Saturday, February 21, 2009

Garden in Progress

Like the angel above, I've been thinking. What direction should the garden take this year?
Other blogs that I follow talk about "gardens in progress," and aren't they all? The above is my garden in progress. It's a haphazard collection of plants that works for me on many levels, but is far from what I would like to see here. We live on 5 acres, about half of which is yard. The remainder is incorporated into the neighbor's farm fields and is planted in a rotation of corn, soybeans and winter wheat. My yard and garden is an oasis in the midst of a desert of flat, fertile farm fields. There are woodlots dotting the horizon, breaking up the view. Often, these have sprung up where the land is too wet to be worth troubling with.
When we built the new house we lost some of the rich topsoil, I think, leaving behind a hard, uncompromising pan. Organic matter needs to be worked in near the house now. Fortunately, we have access to well-rotted horse manure, thanks to our daughter's horse. We also compost green materials and kitchen waste, and we bought a load of sand to dig in, too.
Although many of the plants that I love require full sun, and we have that aplenty, the wind here can be devastating. We've been planting trees--smaller ornamentals near the house and larger hardwoods as well as evergreens elsewhere in the yard. I'm hoping to create a windbreak as well as a "window" or a "frame" for the view beyond.
Originally, I tucked perennials randomly into the lawn as I accepted them from friends and came into them unexpectedly. This upset Gourdo to no end as he does most of the mowing. To organize things, he installed an irregularly shaped bed outlined in vintage brick around my collection. We increase the bed each year as the collection grows. We also create new beds. I planted a trio of red-flowering crabapples underplanted with nanking cherry. I think that should look fantastic in coming years--if they bloom in sync, as I hope, I'll have photos this spring.
At any rate, the garden is in progress (in my mind) even as another snow squall passes through the state. Garden Photos by JulenaJo.


  1. What a lovely garden! You are so like me, daydreaming about the garden to come. Last year I put up a wall of old storm windows to try to block the wind from my tender husband was right, it DID look like Dogpatch, but Im sure they did better with the protection. This year Im dreaming of an extension to the greenhouse...

  2. You are fortunate to have such a lovely open (& sunny)space to garden! Right now I am dreaming as well,and need to expand my garden areas. I enjoyed seeing a view of your lovely garden in summer:)

  3. The little angel has a wonderful seat to enjoy the pretty garden. It is great that you have such an open view, with no fence or houses in the way. You can see green into the distance.

    With the farmer's field so close to your garden, do you ever worry about the overspray of pesticides or herbicides getting onto your garden?

  4. Most of my flower garden would react as any broadleaf weed and perish if it happened to make direct contact with herbicides. My farming neighbor is very cautious about spraying on windy days. In the 20-plus years that I've been gardening in this type of situation, I've never had anything die due to farm spraying. That being said, I believe much of what is sprayed is relatively safe. If it's ok for field crops, it's ok for gardens. I have never noticed pesticides affecting the population of insects in my garden, so there must not be much drifting of sprays. Every year I battle beetles, aphids and grasshoppers. The lovely oasis that draws butterflies also draws them--in droves.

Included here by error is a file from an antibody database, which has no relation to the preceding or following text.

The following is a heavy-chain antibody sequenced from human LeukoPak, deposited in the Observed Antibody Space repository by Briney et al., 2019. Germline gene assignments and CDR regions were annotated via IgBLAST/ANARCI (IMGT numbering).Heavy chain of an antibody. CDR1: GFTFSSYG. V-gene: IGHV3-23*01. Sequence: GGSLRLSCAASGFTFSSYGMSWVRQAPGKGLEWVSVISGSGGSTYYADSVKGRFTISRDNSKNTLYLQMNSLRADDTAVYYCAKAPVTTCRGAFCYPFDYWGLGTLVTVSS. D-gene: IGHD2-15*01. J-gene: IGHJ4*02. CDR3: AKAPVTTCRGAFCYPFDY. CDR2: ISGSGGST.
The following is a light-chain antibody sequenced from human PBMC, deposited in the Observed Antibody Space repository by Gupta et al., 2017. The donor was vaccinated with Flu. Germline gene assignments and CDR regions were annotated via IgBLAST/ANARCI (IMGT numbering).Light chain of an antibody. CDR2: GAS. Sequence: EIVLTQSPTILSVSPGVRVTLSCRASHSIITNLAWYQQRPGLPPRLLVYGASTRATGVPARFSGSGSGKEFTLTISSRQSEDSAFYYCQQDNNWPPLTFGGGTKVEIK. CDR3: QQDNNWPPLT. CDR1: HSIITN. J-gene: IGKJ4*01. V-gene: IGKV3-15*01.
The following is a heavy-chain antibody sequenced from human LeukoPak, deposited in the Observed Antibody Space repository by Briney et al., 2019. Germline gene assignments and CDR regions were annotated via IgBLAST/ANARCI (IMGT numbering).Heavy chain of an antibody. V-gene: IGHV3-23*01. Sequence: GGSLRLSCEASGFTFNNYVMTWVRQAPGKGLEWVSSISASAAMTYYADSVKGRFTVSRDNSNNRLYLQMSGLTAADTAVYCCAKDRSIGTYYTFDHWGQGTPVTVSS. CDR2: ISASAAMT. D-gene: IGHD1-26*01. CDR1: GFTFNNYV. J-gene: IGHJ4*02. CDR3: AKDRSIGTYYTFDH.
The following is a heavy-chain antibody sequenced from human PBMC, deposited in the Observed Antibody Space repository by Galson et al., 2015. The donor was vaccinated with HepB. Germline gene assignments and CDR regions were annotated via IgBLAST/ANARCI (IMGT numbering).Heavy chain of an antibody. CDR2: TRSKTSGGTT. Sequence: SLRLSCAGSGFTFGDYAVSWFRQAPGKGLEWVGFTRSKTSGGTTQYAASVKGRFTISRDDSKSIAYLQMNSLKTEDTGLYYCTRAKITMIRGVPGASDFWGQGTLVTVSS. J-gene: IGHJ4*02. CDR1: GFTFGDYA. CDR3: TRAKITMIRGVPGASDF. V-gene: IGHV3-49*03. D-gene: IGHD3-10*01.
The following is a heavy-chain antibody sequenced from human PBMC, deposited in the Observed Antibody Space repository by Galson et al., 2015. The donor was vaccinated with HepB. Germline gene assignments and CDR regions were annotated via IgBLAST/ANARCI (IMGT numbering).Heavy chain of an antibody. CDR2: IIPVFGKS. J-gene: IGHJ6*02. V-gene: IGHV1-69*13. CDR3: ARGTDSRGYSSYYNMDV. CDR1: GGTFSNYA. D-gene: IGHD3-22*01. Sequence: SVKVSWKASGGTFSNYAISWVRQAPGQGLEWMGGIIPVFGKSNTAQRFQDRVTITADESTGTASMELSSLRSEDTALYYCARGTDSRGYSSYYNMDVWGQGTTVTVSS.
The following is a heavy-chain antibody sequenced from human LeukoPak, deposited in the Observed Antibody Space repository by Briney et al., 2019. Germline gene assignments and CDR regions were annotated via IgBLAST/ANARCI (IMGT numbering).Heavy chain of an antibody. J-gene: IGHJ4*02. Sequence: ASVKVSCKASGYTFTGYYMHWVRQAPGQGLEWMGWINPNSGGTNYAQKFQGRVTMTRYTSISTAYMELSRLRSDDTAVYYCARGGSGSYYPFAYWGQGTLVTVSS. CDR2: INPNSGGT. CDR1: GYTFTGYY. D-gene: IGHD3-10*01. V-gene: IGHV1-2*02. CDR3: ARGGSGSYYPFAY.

5. Best of luck with the garden this year. I have had a garden for many years and every once in a while I also look at it and decide it wasn't really what I wanted, more like what was available at the day I was at the nursery. It is an ongoing process.

  6. Julenajo, it sounds to me like you have some garden Imperialism going on - lol, taking up yet more of your hubby's lawn eh?? He'll love it when it's all garden and then he won't have to mow.

    You sure treat your soil well. Do you find you have to divide your perennials often? I would think they might just grow exponentially in such well-prepared soil.

  7. Steve, I compost a fair amount of perfectly healthy plants every year, whether I amend the soil or not. We truly are blessed with great soil here. I won't allow any one plant to completely overrun the others. Case in point: last year I ripped out every last black-eyed susan and all the beautiful rose-red yarrow. While I love the look of them, they grow so vigorously that everything else is choked out. I rip out fistfuls of love-in-a-mist, too. Not only does it produce abundant seed, but every one of those seeds will undoubtedly germinate and thrive.
    And yes, I am a garden imperialist. If I had my way, we'd have just a little path to mow, nothing more. Unbeknownst to Gourdo, I'm working on it!

  8. What a lovely garden you have. How fortunate you are to have so much land! I love your little "thinking cherub"! I just got a little cherub for my "garden" today! It's a plaster cherub with mosaic tiles on it's wings and the base it sits on is a birdfeeder! My "garden" consists of one ivy begonia that sits in an urn on my patio, LOL! Sad, but true. :)

  9. They are all gardens in progress, aren't they! Mine certainly is. Half the fun of gardening is dreaming...
    Your blooms are lovely!!

  10. Hi, that angel is in heaven sitting in your garden right cute and serene. I love the up close photo of your blue morning electric! Thanks for sharing,